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2017 FORD FOCUS RS REVIEW – VIDEO

By Aiden Taylor, 18 Jan 2018 TV

Aiden takes the all-wheel drive turbo Ford Focus RS for a spin!

Ford Focus RS motorkhana wide

HOT hatches aren’t our usual fodder at Street Machine, but when Ford Australia offered us an all-wheel-drive turbo Ford Focus RS for the holidays and to take to Summernats, we jumped at the opportunity.

WHAT IS IT?

THE Focus RS is Ford’s top-of-the-line hot hatch. It’s powered by the 2.3-litre EcoBoost four-cylinder turbo engine from the Mustang, although hotted up with a bigger turbo to deliver 257kW and 440Nm. Grunt hits the road through all four wheels via a trick all-wheel-drive system that can send up to 70 per cent of the power to the rear wheels.

The rear differential is a clever torque-vectoring item that can divert up to 100 per cent of the power it receives to either rear wheel, and the result is absolute traction and phenomenal cornering grip. It’s also been stiffened up substantially over a standard Focus, and the suspension has two modes: one for the street, and a second rock-hard tune designed for smooth race tracks. There’s also a Drift Mode, which sets the all-wheel-drive system up for ultimate sideways fun.

WHAT’S IT LIKE?

FOR a car that is essentially front-wheel-drive-based, it does a hell of a job of imitating a rear-wheel-drive car, with shedloads of grip. Ultimately the RS is FWD until it senses the front treads starting to lose traction and then shuffles power rearwards. It sounds like it would feel a bit weird and unnatural, but the outcome is a car that just hooks up and rockets out of corners, with the occasional wriggle from the rear end.

The only time you can sense the front wheels working hard is at high speed, as they drag you out of corners. There is a slight hint of torque steer when you’re back on the throttle in a straight line, as most of the power is going through the front tyres, but in terms of cornering dynamics you just drive it like a rear-wheel-drive car.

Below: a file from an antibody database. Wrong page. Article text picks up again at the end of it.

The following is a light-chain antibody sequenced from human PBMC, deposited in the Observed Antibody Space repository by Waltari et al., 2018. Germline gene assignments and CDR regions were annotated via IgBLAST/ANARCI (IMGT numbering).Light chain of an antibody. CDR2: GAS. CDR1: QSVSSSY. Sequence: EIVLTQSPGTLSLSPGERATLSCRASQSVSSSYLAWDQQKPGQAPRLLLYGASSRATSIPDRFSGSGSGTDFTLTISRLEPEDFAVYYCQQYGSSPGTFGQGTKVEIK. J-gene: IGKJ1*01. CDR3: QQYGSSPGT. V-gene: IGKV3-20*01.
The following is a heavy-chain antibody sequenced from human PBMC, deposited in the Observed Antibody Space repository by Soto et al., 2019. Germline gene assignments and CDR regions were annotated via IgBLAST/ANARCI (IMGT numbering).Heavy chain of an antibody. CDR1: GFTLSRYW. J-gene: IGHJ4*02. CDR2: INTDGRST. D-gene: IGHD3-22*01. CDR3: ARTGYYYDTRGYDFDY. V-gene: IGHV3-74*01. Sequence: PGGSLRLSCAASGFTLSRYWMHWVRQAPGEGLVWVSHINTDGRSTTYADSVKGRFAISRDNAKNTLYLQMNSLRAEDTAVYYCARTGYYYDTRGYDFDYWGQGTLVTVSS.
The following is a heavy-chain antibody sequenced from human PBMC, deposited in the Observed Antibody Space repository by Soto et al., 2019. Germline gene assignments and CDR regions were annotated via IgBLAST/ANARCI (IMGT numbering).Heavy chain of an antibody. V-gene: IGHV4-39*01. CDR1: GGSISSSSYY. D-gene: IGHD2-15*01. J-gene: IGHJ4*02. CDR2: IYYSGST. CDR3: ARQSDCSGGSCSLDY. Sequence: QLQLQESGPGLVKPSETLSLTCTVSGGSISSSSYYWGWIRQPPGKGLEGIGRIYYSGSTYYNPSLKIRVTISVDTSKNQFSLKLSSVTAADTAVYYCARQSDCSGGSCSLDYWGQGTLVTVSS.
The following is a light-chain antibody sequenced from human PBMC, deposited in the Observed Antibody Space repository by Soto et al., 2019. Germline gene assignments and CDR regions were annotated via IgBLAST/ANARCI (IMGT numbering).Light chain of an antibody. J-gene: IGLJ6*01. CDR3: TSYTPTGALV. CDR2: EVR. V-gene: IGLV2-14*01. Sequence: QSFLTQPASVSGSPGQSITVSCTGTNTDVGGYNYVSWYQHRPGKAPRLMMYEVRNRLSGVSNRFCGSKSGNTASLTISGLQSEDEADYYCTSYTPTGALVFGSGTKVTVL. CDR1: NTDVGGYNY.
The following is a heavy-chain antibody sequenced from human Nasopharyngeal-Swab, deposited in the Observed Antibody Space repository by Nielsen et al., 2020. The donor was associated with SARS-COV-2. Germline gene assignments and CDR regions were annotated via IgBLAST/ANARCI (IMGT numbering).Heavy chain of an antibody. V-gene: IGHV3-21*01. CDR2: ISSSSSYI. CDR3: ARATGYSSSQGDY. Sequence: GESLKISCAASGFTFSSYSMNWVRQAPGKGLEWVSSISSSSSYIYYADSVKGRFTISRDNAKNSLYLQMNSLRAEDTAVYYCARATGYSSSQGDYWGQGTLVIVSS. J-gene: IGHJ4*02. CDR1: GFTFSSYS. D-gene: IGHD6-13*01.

The car we had was fitted with the optional Michelin Cup 2 tyres, which are a super-sticky track-oriented street tyre, and once warmed up they are brutally effective. With minimal tread, the Cup 2s probably aren’t great on a wet road, but in the dry they give the RS insane cornering grip and predictable balance when they eventually give up their hold on the tarmac.

AND DRIFT MODE IS A GIMMICK?

ACTUALLY, no – it does what it says on the tin! Sure, it’s not as playful as a dedicated rear-wheel-drive car, but it will slide to the point where there’s smoke coming off all four tyres. It’s not foolproof; you do still have to steer it, but it’s very easy to use and adds another layer to the car’s character – it can be fast and clinical, but press a button and it turns into a car that’s also a hell of a lot of fun. 

HOW MUCH IS IT?

THE RS that we drove retails for a smidge over $50K, which sounds like bloody good value for a car that does 0-100km/h in four seconds and is this quick across a road. For around the same money you could have a less powerful VW Golf R or a front-wheel-drive Honda Civic Type R.

To get all-wheel drive and the kind of grunt that the Focus offers, you have to go to Audi’s RS3 or Mercedes-AMG’s A45, which are at least $25,000 more expensive. Or if you’re not sold on a hot hatch, an EcoBoost Mustang, Kia Stinger GT or last-off-the-line VFII SS Commodore are your only performance options at this price.